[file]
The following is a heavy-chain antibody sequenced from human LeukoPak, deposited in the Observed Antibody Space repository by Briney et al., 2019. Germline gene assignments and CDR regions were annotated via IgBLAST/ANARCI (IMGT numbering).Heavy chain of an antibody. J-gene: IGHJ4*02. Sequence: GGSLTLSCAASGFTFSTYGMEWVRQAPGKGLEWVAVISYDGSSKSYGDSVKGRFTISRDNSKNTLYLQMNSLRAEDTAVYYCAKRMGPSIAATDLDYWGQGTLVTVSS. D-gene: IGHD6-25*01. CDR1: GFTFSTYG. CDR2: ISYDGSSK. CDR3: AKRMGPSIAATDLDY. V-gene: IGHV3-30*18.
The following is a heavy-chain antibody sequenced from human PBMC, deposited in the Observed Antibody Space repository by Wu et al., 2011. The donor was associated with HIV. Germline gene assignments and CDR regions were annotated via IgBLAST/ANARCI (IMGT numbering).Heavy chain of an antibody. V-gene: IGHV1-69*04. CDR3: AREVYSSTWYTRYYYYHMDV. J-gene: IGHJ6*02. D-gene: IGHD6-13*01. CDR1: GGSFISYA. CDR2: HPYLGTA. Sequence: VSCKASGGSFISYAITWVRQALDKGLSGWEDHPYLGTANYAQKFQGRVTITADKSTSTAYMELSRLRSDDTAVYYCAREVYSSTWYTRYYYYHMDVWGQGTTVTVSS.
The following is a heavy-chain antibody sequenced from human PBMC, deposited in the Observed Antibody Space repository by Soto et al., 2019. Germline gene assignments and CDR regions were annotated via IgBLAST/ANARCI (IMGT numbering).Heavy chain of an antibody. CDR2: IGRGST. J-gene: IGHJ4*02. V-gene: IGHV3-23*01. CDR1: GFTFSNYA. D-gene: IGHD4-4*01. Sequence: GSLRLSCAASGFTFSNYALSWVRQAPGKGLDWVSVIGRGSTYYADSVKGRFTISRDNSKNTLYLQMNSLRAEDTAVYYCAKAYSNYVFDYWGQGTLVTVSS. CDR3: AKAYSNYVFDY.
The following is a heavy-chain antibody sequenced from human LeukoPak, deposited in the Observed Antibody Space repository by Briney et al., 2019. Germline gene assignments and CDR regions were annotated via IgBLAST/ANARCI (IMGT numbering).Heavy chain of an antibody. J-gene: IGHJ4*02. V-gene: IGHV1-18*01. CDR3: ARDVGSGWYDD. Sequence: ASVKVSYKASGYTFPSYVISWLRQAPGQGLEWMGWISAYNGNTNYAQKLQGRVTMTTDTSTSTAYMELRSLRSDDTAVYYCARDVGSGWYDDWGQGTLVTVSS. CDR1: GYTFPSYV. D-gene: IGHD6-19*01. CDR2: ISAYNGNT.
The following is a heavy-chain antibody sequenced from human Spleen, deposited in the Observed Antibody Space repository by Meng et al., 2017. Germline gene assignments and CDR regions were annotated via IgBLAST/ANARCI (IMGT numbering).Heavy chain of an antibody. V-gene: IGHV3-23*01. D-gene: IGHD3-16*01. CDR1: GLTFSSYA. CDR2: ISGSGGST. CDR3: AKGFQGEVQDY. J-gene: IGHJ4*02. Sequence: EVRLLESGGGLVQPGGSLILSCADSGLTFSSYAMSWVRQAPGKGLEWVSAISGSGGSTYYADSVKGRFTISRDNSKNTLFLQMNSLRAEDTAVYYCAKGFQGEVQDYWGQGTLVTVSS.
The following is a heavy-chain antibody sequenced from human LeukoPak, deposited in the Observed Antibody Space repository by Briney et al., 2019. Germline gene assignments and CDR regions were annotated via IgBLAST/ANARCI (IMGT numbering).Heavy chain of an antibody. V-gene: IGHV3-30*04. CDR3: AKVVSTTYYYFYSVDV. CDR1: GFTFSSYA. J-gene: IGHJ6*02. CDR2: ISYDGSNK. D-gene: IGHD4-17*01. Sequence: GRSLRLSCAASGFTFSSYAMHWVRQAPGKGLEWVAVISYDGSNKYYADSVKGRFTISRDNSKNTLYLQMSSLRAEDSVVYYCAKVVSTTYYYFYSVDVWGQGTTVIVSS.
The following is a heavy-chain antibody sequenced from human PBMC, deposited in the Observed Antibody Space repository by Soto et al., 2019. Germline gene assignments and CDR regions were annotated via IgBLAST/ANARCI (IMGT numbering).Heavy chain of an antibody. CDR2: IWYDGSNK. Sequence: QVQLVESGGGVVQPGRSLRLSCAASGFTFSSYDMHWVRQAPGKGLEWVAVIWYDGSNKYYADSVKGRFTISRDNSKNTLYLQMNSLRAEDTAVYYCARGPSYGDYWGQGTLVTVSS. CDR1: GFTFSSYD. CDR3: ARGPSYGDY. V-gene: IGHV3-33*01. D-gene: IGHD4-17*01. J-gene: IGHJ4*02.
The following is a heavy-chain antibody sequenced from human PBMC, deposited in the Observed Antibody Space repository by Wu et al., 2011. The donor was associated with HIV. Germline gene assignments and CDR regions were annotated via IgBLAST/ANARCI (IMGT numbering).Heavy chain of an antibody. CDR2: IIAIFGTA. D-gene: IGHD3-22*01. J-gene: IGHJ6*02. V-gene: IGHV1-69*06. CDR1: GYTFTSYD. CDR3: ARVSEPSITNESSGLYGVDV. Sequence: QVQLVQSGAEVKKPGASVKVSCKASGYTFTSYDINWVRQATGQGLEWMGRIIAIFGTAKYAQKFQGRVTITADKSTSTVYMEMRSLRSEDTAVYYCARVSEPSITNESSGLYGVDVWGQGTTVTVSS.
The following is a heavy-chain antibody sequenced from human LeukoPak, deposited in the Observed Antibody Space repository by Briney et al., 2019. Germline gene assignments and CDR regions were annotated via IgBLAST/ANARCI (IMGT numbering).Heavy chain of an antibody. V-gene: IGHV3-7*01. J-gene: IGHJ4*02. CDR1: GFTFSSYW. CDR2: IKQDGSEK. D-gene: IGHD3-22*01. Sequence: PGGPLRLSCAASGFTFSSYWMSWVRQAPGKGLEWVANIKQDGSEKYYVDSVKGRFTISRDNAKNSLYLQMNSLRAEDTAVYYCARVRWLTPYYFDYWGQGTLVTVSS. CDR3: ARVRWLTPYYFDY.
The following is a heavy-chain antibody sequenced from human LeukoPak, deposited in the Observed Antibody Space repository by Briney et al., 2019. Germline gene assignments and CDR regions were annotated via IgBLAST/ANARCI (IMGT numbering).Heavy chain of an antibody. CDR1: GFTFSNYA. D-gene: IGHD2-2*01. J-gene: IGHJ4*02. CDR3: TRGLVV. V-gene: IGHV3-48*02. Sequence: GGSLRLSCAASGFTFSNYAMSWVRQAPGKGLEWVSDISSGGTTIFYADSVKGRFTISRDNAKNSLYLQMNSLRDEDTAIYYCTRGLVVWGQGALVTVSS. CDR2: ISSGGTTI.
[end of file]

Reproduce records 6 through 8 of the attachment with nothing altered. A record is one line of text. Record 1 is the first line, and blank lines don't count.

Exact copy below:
The following is a heavy-chain antibody sequenced from human LeukoPak, deposited in the Observed Antibody Space repository by Briney et al., 2019. Germline gene assignments and CDR regions were annotated via IgBLAST/ANARCI (IMGT numbering).Heavy chain of an antibody. V-gene: IGHV3-30*04. CDR3: AKVVSTTYYYFYSVDV. CDR1: GFTFSSYA. J-gene: IGHJ6*02. CDR2: ISYDGSNK. D-gene: IGHD4-17*01. Sequence: GRSLRLSCAASGFTFSSYAMHWVRQAPGKGLEWVAVISYDGSNKYYADSVKGRFTISRDNSKNTLYLQMSSLRAEDSVVYYCAKVVSTTYYYFYSVDVWGQGTTVIVSS.
The following is a heavy-chain antibody sequenced from human PBMC, deposited in the Observed Antibody Space repository by Soto et al., 2019. Germline gene assignments and CDR regions were annotated via IgBLAST/ANARCI (IMGT numbering).Heavy chain of an antibody. CDR2: IWYDGSNK. Sequence: QVQLVESGGGVVQPGRSLRLSCAASGFTFSSYDMHWVRQAPGKGLEWVAVIWYDGSNKYYADSVKGRFTISRDNSKNTLYLQMNSLRAEDTAVYYCARGPSYGDYWGQGTLVTVSS. CDR1: GFTFSSYD. CDR3: ARGPSYGDY. V-gene: IGHV3-33*01. D-gene: IGHD4-17*01. J-gene: IGHJ4*02.
The following is a heavy-chain antibody sequenced from human PBMC, deposited in the Observed Antibody Space repository by Wu et al., 2011. The donor was associated with HIV. Germline gene assignments and CDR regions were annotated via IgBLAST/ANARCI (IMGT numbering).Heavy chain of an antibody. CDR2: IIAIFGTA. D-gene: IGHD3-22*01. J-gene: IGHJ6*02. V-gene: IGHV1-69*06. CDR1: GYTFTSYD. CDR3: ARVSEPSITNESSGLYGVDV. Sequence: QVQLVQSGAEVKKPGASVKVSCKASGYTFTSYDINWVRQATGQGLEWMGRIIAIFGTAKYAQKFQGRVTITADKSTSTVYMEMRSLRSEDTAVYYCARVSEPSITNESSGLYGVDVWGQGTTVTVSS.